The tamarind tree, Tamarindus indica - its name means Indian date - is a tropical legume, native to West Africa. I'd love to be able to grow one since the tree is described as fern-like and handsome. The plant is valued for its sharp-tasting fruit, which resemble bulbous broad beans that turn reddish-brown when ripe. The fleshy pods are either used fresh or they are dried and compressed into oblong blocks of brown pulp, confusingly also known as paste although it is unsieved. Dried tamarind pulp/paste keeps almost indefinitely - though clearly the older and drier the pulp the longer it takes to reconstitute it.
Reconstituting is done by steeping the dried pulp in very hot water - allow 2oz/60g to 14 pint/150 ml of water - for at least 30 minutes or until thoroughly softened. Press the mixture through a sieve to make about 4fl oz/120ml of smooth tamarind paste about as thick as single cream. This can be stored, covered, in the fridge for 3-4 days. Commer-cially prepared tamarind paste, sometimes labelled tamarind syrup if it contains sugar, is sold in jars here but on the whole Asian cookery writers do not recommend it since the flavour of freshly prepared paste is superior.
Tamarind paste has a deliciously tart, spicy yet slightly caramel flavour, rather like over-ripe plums. An invaluable ingredient in Indian, Thai and Malaysian cooking, it contributes a sharp-tasting note to a dish where in European cooking we would add a squeeze of lemon or lime juice. The paste also thickens and darkens a sauce without curd-ling it and it thus works well in those based on yoghurt or cream. The distinctive tangy fruitiness of tamarind enhan-ces the flavour of mild or sweet-tasting ingredients such as white fish, shellfish, chicken and lamb. A mixture of tamarind paste and salt rubbed into raw fish or meat before cooking gives a piquant flavour faintly reminiscent of Worcestershire sauce - of which it is an ingredient.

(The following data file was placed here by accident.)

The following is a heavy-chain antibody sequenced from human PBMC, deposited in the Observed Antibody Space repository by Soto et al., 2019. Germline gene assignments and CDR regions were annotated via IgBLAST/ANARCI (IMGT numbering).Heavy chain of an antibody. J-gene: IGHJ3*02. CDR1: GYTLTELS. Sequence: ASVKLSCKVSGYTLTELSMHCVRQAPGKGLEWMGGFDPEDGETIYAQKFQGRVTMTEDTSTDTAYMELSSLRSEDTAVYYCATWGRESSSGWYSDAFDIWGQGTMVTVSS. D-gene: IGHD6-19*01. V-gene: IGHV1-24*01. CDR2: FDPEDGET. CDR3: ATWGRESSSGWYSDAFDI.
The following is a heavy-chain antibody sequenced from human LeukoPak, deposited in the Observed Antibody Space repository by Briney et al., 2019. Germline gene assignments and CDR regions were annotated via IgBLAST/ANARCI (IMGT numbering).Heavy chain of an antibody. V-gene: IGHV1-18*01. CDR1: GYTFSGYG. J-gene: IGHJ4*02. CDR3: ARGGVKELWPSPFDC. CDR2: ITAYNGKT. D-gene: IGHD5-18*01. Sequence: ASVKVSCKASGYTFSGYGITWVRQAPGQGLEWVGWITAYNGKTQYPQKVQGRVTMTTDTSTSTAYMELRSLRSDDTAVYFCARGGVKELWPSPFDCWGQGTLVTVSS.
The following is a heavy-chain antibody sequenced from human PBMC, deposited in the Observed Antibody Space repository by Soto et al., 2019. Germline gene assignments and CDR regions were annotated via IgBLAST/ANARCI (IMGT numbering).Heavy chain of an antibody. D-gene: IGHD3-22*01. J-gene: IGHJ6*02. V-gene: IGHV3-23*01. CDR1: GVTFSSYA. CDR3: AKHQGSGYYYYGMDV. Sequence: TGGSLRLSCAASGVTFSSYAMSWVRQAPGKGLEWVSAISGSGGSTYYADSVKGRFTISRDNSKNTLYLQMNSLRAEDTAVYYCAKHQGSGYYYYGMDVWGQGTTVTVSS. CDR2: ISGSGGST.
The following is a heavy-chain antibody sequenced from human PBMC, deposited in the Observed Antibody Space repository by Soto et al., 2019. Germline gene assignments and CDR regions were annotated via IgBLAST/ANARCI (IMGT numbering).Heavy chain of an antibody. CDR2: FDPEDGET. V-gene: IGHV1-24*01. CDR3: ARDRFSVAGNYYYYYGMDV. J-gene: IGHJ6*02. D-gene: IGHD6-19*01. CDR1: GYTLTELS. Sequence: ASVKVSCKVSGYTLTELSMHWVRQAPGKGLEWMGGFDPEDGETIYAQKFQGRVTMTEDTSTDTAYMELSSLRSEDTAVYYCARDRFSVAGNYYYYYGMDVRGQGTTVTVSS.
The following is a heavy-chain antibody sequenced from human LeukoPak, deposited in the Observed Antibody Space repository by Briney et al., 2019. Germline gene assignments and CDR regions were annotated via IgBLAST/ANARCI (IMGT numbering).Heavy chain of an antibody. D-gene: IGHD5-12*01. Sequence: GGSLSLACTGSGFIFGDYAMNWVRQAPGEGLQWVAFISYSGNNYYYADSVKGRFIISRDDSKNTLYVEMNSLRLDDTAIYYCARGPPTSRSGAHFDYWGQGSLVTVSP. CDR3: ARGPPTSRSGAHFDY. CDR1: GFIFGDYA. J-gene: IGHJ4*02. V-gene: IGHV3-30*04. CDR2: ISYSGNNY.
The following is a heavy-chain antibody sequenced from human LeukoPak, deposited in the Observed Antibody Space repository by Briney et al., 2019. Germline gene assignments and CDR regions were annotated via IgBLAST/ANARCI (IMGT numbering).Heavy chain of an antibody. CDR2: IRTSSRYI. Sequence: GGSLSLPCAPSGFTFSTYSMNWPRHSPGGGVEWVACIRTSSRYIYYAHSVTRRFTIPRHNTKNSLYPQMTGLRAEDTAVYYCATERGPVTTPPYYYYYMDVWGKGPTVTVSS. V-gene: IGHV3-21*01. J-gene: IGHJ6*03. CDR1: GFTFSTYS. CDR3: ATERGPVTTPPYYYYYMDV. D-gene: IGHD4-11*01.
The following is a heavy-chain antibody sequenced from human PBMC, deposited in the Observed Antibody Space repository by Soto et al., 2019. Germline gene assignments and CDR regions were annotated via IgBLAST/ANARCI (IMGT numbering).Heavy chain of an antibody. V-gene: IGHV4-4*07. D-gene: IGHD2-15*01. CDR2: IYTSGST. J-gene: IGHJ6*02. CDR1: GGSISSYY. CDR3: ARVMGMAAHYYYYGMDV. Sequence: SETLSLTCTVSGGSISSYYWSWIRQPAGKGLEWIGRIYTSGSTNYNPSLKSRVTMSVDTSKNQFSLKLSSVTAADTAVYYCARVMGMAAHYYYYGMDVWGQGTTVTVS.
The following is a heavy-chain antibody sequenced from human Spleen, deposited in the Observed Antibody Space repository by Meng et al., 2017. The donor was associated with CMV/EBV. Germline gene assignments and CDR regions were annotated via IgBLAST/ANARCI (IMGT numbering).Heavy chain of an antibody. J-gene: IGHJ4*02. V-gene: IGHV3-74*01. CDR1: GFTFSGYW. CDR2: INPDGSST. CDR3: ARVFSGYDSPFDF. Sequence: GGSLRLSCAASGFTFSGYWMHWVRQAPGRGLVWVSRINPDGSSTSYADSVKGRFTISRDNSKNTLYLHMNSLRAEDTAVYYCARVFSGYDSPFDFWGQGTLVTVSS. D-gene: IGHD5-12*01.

And excellent dish of cod with tamarind sauce slightly adapted from a recipe in Jennifer Brennan's Thai Cooking (Warner Books, £4.99) is made thus: fry 2-3 chopped cloves of garlic in a small pan until just changing colour, stir in 3 tablespoons of prepared tamarind paste (as above) with 1 tablespoon each of soy sauce, nam pla (oriental fish sauce) and dark muscovado sugar with a walnut-sized piece of fresh ginger, finely grated, and 2 chopped spring onions. Simmer for 1-2 minutes then spoon over a 1lb/450g fillet of grilled or baked cod. Grill or bake for 3-4 minutes until heated through then serve with plain rice.
In her exciting new book, Recipes from the Indian Spice Trail (BBC Books, £16.99), Leslie Forbes explains that Indian cooks sometimes use a tamarind- flavoured stock for cooking red-fleshed vegetables such as carrots to complement their natural sweetness. She adds that, "In Gujarat and Bombay tamarind is frequently simmered until syrupy with raw brown sugar and chillies to make a typically sweet and sour dipping sauce, delicious with grilled fish and meat."
TAMARIND AND GINGER SORBET
Leslie Forbes describes this recipe as, "a romantic flavour of the past turned into a fruity sour-sweet sorbet. It is based on a tamarind sherbet prescribed by Unani doctors (although it would not have had alcohol in the original). To serve as a refreshing drink, leave out the cream, add lots of crushed ice and serve, as recommended by an old Hyderabadi doctor, with fresh flower petals floating in it."
2-3in./5-7.5cm piece peeled fresh ginger
8oz /225g jaggery or dark muscovado sugar
4oz /100g tamarind paste
8 green cardamom pods, bruised to reveal the seeds
6fl oz/175ml single cream
4 tablespoons rum
Grate the ginger into a saucepan. Add the sugar, tamarind, cardamom and 1 pint/600ml water. Bring to the boil and simmer for 5 minutes then set aside overnight or for at least 3 hours. Strain through a sieve, using a wooden spoon to press through most of the tamarind pulp. Whisk in the cream and rum. Freeze until firm in an ice-cream maker, or in a lidded plastic container when it may be necessary to beat the mixture several times as it freezes to break down ice crystals and produce a smooth sorbet.
Geraldene HoltReuse content